By Daniel Ross
Hurricane Florence, which battered the U.S. East Coast last September, left a trail of ruin and destruction estimated to cost between $17 billion and $22 billion. Some of the damage was all too visible—smashed homes and livelihoods. But other damage was less so, like the long-term environmental impacts in North Carolina from hog waste that spilled out over large open-air lagoons saturated in the rains.
Hog waste can contain potentially dangerous pathogens, pharmaceuticals and chemicals. According to the state's Department of Environmental Quality, as of early October nearly 100 such lagoons were damaged, breached or were very close to being so, the effluent from which can seep into waterways and drinking water supplies.
In a study said to be the first of its kind worldwide, French health agency Anses has found potentially dangerous chemicals in disposable diapers. The substances they discovered include glyphosate, the active ingredient in Monsanto's Roundup weedkiller, BBC News reported.
Anses said it "detected a number of hazardous chemicals in disposable diapers that could migrate through urine, for example, and enter into prolonged contact with babies' skin." Some of the chemicals were found at levels above safety limits while others, like glyphosate, were found at lower levels.
By Caroline Cox
Many parents cheered about 10 years ago when Michelle Obama took on the important task of improving school meals. Of course, every child should have a healthy lunch and breakfast. Most of us have school cafeteria stories; I still remember the feeling of failure I had decades ago when I realized my daughters never had time to eat more than their dessert before joining the stampede for recess.
Ms. Obama's work—and the work of many other concerned parents, teachers and staff—sparked significant improvements in school menus, some of which are now being undone by the current administration (allowing children to eat food with more salt and less whole grain). Schools must once again take another step forward.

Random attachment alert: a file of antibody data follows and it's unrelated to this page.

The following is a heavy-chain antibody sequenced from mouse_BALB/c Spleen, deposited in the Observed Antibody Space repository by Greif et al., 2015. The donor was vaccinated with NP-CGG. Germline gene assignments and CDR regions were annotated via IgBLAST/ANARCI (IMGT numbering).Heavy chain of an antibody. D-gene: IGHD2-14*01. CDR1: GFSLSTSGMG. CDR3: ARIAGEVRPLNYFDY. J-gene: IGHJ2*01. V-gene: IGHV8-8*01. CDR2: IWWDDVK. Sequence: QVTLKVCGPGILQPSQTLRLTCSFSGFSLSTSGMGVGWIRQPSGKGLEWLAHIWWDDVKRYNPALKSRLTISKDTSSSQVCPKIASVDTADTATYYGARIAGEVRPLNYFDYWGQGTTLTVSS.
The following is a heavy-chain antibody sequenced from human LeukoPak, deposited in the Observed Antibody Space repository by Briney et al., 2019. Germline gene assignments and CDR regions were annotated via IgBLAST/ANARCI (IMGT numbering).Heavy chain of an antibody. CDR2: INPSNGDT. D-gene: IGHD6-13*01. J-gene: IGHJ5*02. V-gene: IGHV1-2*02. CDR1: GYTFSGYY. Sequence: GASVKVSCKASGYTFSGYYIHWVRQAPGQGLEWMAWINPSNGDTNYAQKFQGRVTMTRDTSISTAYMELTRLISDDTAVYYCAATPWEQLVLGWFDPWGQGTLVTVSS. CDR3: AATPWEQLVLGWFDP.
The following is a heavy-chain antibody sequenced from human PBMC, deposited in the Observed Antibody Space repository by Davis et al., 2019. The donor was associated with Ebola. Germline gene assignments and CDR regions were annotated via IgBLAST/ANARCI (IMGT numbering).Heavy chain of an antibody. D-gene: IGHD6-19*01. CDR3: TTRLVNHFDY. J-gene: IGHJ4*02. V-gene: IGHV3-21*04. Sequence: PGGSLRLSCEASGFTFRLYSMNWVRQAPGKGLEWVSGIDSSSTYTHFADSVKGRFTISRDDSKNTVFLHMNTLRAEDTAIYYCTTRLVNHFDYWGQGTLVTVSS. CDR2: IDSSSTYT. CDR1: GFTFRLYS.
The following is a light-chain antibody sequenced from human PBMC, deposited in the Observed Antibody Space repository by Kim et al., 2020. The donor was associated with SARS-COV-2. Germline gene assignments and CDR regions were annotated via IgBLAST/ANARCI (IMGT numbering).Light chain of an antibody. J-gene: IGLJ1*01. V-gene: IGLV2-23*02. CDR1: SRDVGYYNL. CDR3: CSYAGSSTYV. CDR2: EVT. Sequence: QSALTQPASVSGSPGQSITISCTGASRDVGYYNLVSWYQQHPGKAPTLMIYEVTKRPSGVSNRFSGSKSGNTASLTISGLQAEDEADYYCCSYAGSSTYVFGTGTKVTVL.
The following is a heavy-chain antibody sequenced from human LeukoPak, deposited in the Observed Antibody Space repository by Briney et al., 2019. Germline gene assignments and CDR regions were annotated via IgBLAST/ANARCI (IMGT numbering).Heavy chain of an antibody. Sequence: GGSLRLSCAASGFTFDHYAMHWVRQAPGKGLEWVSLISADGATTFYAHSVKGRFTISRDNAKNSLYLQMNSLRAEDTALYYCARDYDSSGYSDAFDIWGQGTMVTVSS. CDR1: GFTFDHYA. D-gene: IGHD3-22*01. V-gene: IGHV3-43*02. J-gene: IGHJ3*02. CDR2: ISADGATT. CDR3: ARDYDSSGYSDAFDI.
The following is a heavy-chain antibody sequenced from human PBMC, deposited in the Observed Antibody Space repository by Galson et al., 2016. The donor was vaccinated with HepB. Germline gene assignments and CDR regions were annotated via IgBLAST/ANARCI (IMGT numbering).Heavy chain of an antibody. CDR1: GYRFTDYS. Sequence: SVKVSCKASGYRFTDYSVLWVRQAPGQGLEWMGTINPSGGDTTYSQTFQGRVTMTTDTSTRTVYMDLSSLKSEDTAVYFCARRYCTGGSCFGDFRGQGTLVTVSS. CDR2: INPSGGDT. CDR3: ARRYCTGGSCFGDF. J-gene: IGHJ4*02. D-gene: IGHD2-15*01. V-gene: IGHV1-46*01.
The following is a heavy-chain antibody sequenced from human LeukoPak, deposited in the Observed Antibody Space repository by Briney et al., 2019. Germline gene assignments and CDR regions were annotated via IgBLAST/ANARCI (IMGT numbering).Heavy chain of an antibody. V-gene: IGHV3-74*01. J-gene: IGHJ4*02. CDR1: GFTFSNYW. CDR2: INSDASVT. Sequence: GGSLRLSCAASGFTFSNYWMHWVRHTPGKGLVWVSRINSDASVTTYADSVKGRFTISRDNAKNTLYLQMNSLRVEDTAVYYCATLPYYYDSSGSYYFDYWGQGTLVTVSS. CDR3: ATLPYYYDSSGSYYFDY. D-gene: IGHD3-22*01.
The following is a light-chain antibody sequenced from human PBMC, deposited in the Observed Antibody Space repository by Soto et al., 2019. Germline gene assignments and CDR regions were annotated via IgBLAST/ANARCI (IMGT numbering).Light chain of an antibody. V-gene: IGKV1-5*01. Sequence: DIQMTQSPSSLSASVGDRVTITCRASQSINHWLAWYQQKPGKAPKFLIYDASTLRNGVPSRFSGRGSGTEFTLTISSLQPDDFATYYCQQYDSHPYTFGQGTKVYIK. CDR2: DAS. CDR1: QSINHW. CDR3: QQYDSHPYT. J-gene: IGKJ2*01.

The first trial claiming long-term use of Monsanto's Roundup weedkiller caused the plaintiff's cancer ended with a $289 million jury verdict in favor of the plaintiff, though that was later reduced by a judge to $78 million.
Now, Monsanto's next date in the judgment seat in California has been set for March 18.
The Environmental Working Group (EWG) announced Wednesday that tests it commissioned found glyphosate, the active ingredient in Monsanto's Roundup weed killer, in nearly 30 General Mills and Quaker brand products made with conventionally-grown oats. The tests found glyphosate in 28 of 28 products including several types of Cheerios, instant oatmeal and snack bars. In 26 of them, the levels surpassed EWG's own safe limit of 160 parts per billion (ppb).
Dewayne Johnson reacts after the verdict to his case at the Superior Court Of California in San Francisco on Aug. 10. JOSH EDELSON / AFP / Getty Images
A San Francisco judge made a surprise ruling Monday and upheld a jury's verdict that Monsanto's Roundup weedkiller gave a California groundskeeper cancer, and that the company failed to warn him of the danger, CNN reported.
Superior Court Judge Suzanne Bolanos had issued a tentative ruling Oct. 10 ordering a new trial over the punitive damages awarded to plaintiff Dewayne "Lee" Johnson, saying he had failed to prove that Monsanto acted with "malice or oppression." After reviewing arguments from both sides, however, Bolanos instead upheld the verdict, but lowered the punitive damages from $250 million to $39 million. A new trial will only take place if Johnson's lawyers don't accept the reduced award.
A scientific journal issued a rare "Expression of Concern" and requested corrections from authors involved in a group of papers that determined Monsanto's controversial herbicide glyphosate is safe, Bloomberg reported.
The editor-in-chief and publisher of Critical Reviews in Toxicology said Wednesday that the five articles, which were published in the journal's 2016 supplemental issue, failed to adequately disclose ties to the agribusiness giant.
Three non-profits have sued sandwich chain Pret A Manger for labeling certain breads and baked goods as "natural" when they tested positively for glyphosate, Beyond Pesticides announced in a press release Wednesday.